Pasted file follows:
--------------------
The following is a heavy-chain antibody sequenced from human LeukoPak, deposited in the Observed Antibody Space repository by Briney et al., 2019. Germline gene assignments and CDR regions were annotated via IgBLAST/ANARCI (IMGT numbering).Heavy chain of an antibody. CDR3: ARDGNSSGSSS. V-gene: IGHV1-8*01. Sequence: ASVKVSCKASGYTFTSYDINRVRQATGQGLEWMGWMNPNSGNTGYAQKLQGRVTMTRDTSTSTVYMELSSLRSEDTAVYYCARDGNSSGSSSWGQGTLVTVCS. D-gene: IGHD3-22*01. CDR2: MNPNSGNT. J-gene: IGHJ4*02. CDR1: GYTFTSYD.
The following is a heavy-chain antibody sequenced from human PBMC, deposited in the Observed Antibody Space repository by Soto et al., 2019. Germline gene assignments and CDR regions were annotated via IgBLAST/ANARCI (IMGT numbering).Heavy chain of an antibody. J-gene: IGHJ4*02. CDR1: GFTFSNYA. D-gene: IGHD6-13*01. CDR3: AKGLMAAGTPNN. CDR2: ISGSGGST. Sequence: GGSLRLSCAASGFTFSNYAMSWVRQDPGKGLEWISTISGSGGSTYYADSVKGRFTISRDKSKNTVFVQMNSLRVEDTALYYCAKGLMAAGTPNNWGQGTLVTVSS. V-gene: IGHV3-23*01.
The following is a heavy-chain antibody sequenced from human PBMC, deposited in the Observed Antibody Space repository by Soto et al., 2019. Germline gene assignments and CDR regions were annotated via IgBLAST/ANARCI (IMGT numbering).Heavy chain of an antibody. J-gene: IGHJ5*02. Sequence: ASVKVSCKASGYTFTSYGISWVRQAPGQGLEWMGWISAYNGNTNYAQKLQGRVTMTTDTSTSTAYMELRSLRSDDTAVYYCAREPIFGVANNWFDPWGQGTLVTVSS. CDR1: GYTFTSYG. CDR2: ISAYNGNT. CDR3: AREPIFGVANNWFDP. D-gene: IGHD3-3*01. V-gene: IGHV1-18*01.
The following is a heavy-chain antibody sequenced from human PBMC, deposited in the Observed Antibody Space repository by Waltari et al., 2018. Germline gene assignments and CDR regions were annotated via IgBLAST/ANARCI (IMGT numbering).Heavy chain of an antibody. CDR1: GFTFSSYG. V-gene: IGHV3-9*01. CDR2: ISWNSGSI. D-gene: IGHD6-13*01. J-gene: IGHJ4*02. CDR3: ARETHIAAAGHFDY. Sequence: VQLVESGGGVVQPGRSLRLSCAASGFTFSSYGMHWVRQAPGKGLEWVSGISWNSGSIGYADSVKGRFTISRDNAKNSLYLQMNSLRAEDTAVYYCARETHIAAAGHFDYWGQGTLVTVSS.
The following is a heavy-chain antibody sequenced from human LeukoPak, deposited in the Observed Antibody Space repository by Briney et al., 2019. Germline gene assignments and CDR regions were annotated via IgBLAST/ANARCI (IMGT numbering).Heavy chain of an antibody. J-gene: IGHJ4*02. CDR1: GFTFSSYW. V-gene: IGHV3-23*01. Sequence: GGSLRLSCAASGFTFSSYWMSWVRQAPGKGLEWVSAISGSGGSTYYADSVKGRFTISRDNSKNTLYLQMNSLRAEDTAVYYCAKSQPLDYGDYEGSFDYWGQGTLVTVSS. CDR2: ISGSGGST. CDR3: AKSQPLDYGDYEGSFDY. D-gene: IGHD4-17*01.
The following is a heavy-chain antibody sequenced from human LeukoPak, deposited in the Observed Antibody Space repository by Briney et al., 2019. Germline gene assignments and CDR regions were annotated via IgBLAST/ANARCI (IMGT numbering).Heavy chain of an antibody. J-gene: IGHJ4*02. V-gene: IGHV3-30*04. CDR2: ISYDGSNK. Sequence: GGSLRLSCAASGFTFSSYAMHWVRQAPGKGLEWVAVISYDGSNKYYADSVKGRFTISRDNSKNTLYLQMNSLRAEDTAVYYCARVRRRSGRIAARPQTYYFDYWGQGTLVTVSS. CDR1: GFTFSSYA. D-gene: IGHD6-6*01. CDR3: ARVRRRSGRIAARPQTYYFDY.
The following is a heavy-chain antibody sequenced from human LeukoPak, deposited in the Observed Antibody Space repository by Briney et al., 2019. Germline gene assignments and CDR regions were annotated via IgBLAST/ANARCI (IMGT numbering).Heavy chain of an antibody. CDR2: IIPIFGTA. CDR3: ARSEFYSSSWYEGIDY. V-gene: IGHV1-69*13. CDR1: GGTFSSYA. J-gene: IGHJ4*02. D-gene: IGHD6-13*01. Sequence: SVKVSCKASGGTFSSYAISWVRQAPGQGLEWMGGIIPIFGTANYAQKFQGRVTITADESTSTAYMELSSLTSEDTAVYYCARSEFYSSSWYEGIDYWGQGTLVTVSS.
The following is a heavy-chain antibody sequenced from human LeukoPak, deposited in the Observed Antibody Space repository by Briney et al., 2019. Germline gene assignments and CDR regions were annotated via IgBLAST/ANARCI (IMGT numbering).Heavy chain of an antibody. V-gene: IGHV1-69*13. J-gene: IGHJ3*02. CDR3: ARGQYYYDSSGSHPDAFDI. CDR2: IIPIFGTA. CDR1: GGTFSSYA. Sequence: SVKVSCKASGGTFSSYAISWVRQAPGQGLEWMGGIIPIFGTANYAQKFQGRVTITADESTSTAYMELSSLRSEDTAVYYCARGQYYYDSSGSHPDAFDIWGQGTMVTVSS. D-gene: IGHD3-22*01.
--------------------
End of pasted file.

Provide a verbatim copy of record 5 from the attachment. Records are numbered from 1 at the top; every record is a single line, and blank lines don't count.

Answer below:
The following is a heavy-chain antibody sequenced from human LeukoPak, deposited in the Observed Antibody Space repository by Briney et al., 2019. Germline gene assignments and CDR regions were annotated via IgBLAST/ANARCI (IMGT numbering).Heavy chain of an antibody. J-gene: IGHJ4*02. CDR1: GFTFSSYW. V-gene: IGHV3-23*01. Sequence: GGSLRLSCAASGFTFSSYWMSWVRQAPGKGLEWVSAISGSGGSTYYADSVKGRFTISRDNSKNTLYLQMNSLRAEDTAVYYCAKSQPLDYGDYEGSFDYWGQGTLVTVSS. CDR2: ISGSGGST. CDR3: AKSQPLDYGDYEGSFDY. D-gene: IGHD4-17*01.